In fact, many banks are now reluctant to work with overseas clients.

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No need to boost Switzerland’s press freedoms: parliamentary committee

A Swiss parliamentary committee on Friday rejected calls to overhaul banking secrecy rules that critics warn stifle free speech in the country.

No need to boost Switzerland's press freedoms: parliamentary committee

Switzerland’s commitment to press freedom has been questioned since it was revealed that no Swiss media had dared participate in an international media investigation into the dealings of Credit Suisse.

The vast “Suisse Secrets” investigation by dozens of media organisations from around the world claimed in February that leaked data revealed how Switzerland’s second largest bank held more than $8 billion in accounts of criminals, dictators and rights abusers.

Credit Suisse flatly rejected the “allegations and insinuations” in the probe.

While the investigation focused on the bank’s alleged handling of dirty money, it also shone a spotlight on Article 47 of Switzerland’s Banking Act, which critics say has weakened media freedom in the country.

READ ALSO: ‘Swiss Secrets’: What would EU blacklisting mean for Switzerland?

Experts say the 2015 law, which made it a criminal offence to reveal leaked banking data punishable with up to five years in prison, effectively silences insiders or journalists who may want to expose wrongdoing within a Swiss bank.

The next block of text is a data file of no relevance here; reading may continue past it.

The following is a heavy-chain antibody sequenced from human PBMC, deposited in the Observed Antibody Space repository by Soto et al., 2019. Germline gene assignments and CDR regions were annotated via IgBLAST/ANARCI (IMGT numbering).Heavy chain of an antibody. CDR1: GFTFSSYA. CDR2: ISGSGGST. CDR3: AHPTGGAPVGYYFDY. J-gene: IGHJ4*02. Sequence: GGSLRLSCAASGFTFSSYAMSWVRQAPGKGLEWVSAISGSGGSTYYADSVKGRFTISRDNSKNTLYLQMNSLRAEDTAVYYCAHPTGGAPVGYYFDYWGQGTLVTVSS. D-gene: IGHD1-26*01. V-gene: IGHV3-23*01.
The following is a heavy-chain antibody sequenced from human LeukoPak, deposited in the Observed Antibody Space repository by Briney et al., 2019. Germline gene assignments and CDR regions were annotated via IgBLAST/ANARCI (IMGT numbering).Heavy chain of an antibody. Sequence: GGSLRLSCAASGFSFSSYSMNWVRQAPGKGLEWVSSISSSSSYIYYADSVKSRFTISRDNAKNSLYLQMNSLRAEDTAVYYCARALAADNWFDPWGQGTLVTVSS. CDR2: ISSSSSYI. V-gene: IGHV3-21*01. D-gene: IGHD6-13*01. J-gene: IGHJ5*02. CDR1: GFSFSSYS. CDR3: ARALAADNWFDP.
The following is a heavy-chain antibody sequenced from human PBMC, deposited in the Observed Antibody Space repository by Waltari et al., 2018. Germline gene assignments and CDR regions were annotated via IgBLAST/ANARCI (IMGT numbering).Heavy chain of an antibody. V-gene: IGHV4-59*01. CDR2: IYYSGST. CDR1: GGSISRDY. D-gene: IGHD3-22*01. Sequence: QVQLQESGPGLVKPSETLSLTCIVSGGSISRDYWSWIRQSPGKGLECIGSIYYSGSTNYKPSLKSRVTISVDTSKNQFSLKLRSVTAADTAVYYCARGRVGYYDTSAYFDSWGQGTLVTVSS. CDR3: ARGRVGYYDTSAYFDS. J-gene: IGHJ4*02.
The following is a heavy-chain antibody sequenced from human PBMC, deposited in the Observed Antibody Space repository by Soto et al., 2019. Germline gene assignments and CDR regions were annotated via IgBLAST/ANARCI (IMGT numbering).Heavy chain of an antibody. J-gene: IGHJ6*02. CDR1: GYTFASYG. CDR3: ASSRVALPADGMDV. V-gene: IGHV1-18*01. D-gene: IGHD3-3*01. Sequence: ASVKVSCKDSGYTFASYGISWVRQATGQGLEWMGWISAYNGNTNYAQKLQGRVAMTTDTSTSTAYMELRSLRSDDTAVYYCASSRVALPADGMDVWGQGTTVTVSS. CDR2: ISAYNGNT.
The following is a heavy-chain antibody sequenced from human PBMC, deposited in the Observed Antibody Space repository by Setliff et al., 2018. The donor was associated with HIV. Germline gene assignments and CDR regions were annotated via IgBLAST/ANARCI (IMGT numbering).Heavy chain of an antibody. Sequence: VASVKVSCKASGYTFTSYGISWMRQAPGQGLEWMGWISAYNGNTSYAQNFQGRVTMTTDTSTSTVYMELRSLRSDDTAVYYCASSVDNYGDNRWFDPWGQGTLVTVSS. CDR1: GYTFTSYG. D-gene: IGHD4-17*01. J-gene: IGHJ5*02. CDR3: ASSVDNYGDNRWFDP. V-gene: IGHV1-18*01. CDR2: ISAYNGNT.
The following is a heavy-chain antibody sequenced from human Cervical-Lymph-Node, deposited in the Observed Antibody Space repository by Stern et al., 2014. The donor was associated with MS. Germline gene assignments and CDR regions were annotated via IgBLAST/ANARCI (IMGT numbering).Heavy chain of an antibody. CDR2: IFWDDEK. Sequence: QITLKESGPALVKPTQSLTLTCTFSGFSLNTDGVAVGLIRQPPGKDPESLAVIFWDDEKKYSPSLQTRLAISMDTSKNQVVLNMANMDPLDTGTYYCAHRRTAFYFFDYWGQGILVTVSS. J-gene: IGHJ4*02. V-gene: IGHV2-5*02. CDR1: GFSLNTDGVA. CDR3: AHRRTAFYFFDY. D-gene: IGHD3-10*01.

Risk ‘too big’

So while 48 media companies from around the world participated in the Suisse Secrets investigation, no Swiss news media took part due to the risk of criminal prosecution.

“The judicial risk is simply too big,” the large Tamedia media group, which has taken part in previous international data leak investigations, acknowledged at the time.

The United Nations’ top expert on freedom of expression, Irene Kahn, wrote to the Swiss government in March to voice her concerns about the law.

“The Swiss banking law is an example of the criminalisation of journalism,” she said in an interview with the Tages-Anzeiger daily this week, warning that this could result in self-censorship.

Amid the criticism, the Economic Affairs and Taxation Committee of the Swiss parliament was asked to examine calls for an overhaul of the legislation.

After hearing arguments from the banking sector and from experts on financial crime and media rights, the committee members rejected the call to change the law, a parliamentary statement said Friday.

“The majority of the commission did not find it necessary to intervene at a legislative level,” it said.

The committee, which is tasked with discussing and providing recommendations on issues before they are debated in the full parliamentary chamber, highlighted the progress made by Swiss banks in recent years in addressing money laundering and other economic crimes.

Now, “they are in line with international standards,” the statement said.

It also cautioned that changing the law could result in “public accusations targeting individuals”, without providing further details. And the committee members stressed that “no journalist had ever been convicted until now by a court of violating Act 47”.